This is a point made as well by Matt Ridley in The Rational Optimist–that innovation in the industrial revolution was often the result of common folks working at a speciality with the freedom to try new things. Science straggled along later, basic science much later. Richard White, in Railroaded, gives a similar account of how locomotives were customized by master engineers, so much so that a train crew stayed with their engine, because they knew best how to deal with all its innovative features. A similar point is made by Vannever Bush in Modern Arms and Free Men: it was the gadgeteers, industry scientists, and academics when mixed together on a specific goal that created new things–things such as the digital computer, as George Dyson chronicles so well in Turing’s Cathedral.
So here is another account of technological innovation–from discovery to new product–that takes place largely without basic science, without much applied science, or where there is applied science, has to figure it out as it goes, or just after it goes. This account also takes place outside of the university–or if in a university, not necessarily the part of it that is “conducting basic research.” It takes place in the shop, the workplace, at the point of engagement of people and phenomenon. It is a kind of soulcraft, a zen of motorcycle maintenance, a pattern recognition, a field-based form of innovation that queries the possible, and the adjacent possible, by making things, and varying the making, and observing nuance, which may turn out to be central.
For Smith, this account of innovation starts with division of labor, moves to workmen operating and observing their equipment, and proceeds to a freedom to vary their work and equipment to try new things. Tinkerers, as Ridley calls them. Gadgeteers for Bush. The kids who build radios and mess with car engines, or today write code and make 3d printers. The point is not that these folks are wasting time and what needs to really happen is for some deep pocket investors to make a 3d printer once-for-all that will put all the amateurs out of business and show the world how to clean up a market. Actually, the point is, that this sort of WYSIATI reasoning is faulty: it may well not be possible to build such a wonderful product, the MakerBot Replicator 2 notwithstanding, until the gadgeteers, tinkerers, workmen have pushed the variations around and tried different things. This is what, for instance, Karl Paul Link and his students went about finding what turned out to be warfarin–by first messing around with a hundred variations on compounds that had similar but not quite the same properties. The basic science about how these compounds actually work in a human system came decades later.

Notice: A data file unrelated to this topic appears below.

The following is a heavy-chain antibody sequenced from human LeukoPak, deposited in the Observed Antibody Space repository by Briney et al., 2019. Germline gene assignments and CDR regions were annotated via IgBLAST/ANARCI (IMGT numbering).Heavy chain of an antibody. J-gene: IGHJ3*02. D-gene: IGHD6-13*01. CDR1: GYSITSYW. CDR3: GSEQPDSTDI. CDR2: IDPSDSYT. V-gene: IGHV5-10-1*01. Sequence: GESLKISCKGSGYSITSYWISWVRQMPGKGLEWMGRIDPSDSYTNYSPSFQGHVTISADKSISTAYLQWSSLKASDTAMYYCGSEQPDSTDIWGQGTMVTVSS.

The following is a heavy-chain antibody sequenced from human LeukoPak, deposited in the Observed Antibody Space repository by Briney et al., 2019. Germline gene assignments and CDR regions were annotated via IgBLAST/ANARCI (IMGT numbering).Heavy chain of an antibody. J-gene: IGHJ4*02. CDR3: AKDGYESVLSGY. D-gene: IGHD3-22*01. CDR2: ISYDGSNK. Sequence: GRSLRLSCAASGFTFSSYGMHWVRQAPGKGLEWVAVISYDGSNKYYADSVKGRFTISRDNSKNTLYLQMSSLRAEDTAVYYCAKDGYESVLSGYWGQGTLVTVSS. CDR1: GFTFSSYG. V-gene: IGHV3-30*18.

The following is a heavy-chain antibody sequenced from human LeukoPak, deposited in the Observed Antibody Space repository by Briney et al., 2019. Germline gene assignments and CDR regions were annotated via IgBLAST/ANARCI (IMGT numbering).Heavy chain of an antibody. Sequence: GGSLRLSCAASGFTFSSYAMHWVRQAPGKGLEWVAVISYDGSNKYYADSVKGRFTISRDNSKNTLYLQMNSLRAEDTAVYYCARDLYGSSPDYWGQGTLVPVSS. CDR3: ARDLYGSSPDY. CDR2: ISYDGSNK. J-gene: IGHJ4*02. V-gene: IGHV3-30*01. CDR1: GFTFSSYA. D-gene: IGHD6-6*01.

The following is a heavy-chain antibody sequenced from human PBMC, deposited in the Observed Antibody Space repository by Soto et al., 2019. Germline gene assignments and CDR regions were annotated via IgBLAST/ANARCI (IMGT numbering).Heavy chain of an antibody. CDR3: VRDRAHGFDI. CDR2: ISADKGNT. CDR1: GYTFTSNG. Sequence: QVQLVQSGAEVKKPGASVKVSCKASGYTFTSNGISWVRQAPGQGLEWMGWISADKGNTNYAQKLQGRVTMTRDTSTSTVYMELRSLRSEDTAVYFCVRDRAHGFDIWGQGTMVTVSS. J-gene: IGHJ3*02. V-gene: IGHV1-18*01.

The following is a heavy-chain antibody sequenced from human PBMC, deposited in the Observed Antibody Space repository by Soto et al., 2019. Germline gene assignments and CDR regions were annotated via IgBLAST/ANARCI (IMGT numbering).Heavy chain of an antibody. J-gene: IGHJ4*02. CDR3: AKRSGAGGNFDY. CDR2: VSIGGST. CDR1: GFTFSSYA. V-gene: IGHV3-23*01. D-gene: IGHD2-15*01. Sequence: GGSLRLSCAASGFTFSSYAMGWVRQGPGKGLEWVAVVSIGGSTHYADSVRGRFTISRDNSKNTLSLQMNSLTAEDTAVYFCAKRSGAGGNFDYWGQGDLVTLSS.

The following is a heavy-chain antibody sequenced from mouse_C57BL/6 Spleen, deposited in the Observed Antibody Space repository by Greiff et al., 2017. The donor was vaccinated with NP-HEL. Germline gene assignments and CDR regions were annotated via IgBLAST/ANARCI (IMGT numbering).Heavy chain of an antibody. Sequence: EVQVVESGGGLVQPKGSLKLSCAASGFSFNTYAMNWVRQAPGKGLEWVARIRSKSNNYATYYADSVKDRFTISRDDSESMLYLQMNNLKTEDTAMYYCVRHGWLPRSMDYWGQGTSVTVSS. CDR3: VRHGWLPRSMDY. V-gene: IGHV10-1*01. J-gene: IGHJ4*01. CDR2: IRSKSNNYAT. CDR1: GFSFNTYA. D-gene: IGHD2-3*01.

So what to make of all this? Perhaps rather than calling for more federal money to pay university administrators to put on a bigger and more elaborate show of owning all faculty work for the purpose of trying to make money from someone, anyone, maybe policy folks should be talking about division of labor, about the dignity of work, and about providing access for machinists and programmers to shops and co-working spaces where they can mess around. Maybe that’s more basic to basic research than the expensive, processified, actuary-dominated version of innovation that passes for the university “basic research grant.”